Fun Facts About Iceland from The Little Book of Icelanders

Alda Sigmundsdottir is the author behind the popular blog (now primarily a Facebook page) “The Icelandic Weather Report.” After living abroad for many years, she returned to Iceland and found herself at once “one of us” but also very much unfamiliar with the “social mores and standards that prevailed in Icelandic society.” So The Little Book of Icelanders is a short, anecdotal collection of observations (“sweeping generalizations and subjective opinions,” she admits) made by a woman who is at once inside of Icelandic culture and yet is able to view it as (almost) a foreigner as well.

There’s not a lot of analysis or deeper connections drawn in the course of Alda’s Little Book, but then again, she really hasn’t promised any such thing. It’s not an anthropology text, after all. Rather, the book is chock full of Fun Facts About Iceland, some of which, I think, circulate rather widely, and some of which were delightfully new to me. Some of the more entertaining and interesting Fun Facts Alda shares throughout are as follows:

  • Family names (as in the sort of last names used in the US) have been “unequivocally illegal” in Iceland since 1991. Traditionally, Icelandic names are patronymic and end in “-son” for men and “-dottir” for women. So Bjarn Gudmundsson is Bjarn, son of Gudmund. His son would be, hypothetically, Karl Bjarnsson. But at some point, taking non-patronymic family names became very popular in Iceland, and people were just making things up “willy-nilly.” So, to preserve tradition, no new family names can be taken.
  • Continuing with the name-related rules: Iceland has a “Name Committee” that parents must submit the name of their child to for approval. And less traditional names, such as “Pixiebell or Apple or TigerLily” can absolutely be rejected. Alda explains: “Fascist? Perhaps. But consider: Icelandic is one complicated language…and one of its more difficult features is that the nouns, as opposed to just the verbs, decline according to case. They change. Either their endings change, or the whole name changes.” So one of the Name Committee’s jobs is to make sure that it’s possible to decline a name in Icelandic without any trouble.
  • As of 2010, 92% of Icelandic households had an internet connection–one of the highest rates of connectivity in the world. Icelandic dependence on Facebook is also unusually high: the post-meltdown revolution was, according to Alda, “largely organized through Facebook.”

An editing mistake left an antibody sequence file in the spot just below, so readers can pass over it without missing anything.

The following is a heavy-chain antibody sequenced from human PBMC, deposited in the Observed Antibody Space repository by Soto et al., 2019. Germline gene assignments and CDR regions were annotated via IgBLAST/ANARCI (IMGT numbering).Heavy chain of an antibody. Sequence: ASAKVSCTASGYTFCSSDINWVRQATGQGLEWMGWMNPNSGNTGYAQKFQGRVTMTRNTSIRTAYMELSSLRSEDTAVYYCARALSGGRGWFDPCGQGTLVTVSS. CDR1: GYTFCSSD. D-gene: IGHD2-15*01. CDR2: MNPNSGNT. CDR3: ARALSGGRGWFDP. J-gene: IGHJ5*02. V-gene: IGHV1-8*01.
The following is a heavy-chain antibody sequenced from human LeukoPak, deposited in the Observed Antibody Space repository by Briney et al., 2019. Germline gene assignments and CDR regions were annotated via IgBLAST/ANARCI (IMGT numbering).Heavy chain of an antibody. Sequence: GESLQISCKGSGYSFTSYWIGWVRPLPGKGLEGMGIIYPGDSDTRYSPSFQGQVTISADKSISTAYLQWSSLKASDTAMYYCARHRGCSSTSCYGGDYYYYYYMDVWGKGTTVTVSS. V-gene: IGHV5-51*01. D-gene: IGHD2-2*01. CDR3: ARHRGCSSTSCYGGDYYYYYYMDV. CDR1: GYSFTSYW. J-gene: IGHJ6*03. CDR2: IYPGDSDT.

• Even though the current Icelandic Prime Minister is a woman, she is–in official correspondence–referred to with a male pronoun. Says Alda, “…an official committee appointed by the Icelandic authorities declared that all people in Iceland shall be referred to as ‘men’ and use the pronoun ‘he.'”
  • Icelanders’ professions are listed in the phone book, but there isn’t really any official vetting process for what profession one lists. According to Alda, at the time of her writing, “there are six winners, nine sorcerers, three alien tamers, 18 cowboys, 52 princesses, 14 ghost busters, one former tough guy, 59 Jedi Masters, and…two hen whisperers” listed in the Icelandic phone book.
  • For Icelanders, the hot tub serves the same social purpose as the British pub or the Turkish teahouse. “It’s where people go for rest and relaxation and also where they discuss current events and social affairs of prime importance.”
  • Icelandic children are, as a rule, made to nap outdoors in their prams, regardless of the weather. “This is believed to strengthen the child’s constitution…All warmly ensconced in their lambskin-lined pouches, tucked behind a nylon net or blanket to keep out leaves, snowflakes, or other stray matter.”

There’s a lot more, all generously and humorously explained by Alda. The book is going to come out in hardback soon, but in the meantime, can be purchased as an e-book, here.

(For another observational exploration of Icelandic Culture with more structure to it–meaning, the book is actually organized around the calendar year–check out Ring of Seasons by America-to-Iceland transplant Terry G. Lacy.)

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